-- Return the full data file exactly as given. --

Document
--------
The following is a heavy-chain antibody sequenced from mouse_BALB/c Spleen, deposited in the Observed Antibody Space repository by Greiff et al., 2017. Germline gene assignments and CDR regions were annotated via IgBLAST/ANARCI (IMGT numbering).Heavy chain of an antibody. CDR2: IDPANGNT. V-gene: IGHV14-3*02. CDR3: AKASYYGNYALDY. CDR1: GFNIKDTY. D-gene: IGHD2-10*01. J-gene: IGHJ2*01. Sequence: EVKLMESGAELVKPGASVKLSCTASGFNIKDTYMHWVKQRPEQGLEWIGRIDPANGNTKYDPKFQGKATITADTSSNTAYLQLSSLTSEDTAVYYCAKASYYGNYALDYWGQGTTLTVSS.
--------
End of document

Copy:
The following is a heavy-chain antibody sequenced from mouse_BALB/c Spleen, deposited in the Observed Antibody Space repository by Greiff et al., 2017. Germline gene assignments and CDR regions were annotated via IgBLAST/ANARCI (IMGT numbering).Heavy chain of an antibody. CDR2: IDPANGNT. V-gene: IGHV14-3*02. CDR3: AKASYYGNYALDY. CDR1: GFNIKDTY. D-gene: IGHD2-10*01. J-gene: IGHJ2*01. Sequence: EVKLMESGAELVKPGASVKLSCTASGFNIKDTYMHWVKQRPEQGLEWIGRIDPANGNTKYDPKFQGKATITADTSSNTAYLQLSSLTSEDTAVYYCAKASYYGNYALDYWGQGTTLTVSS.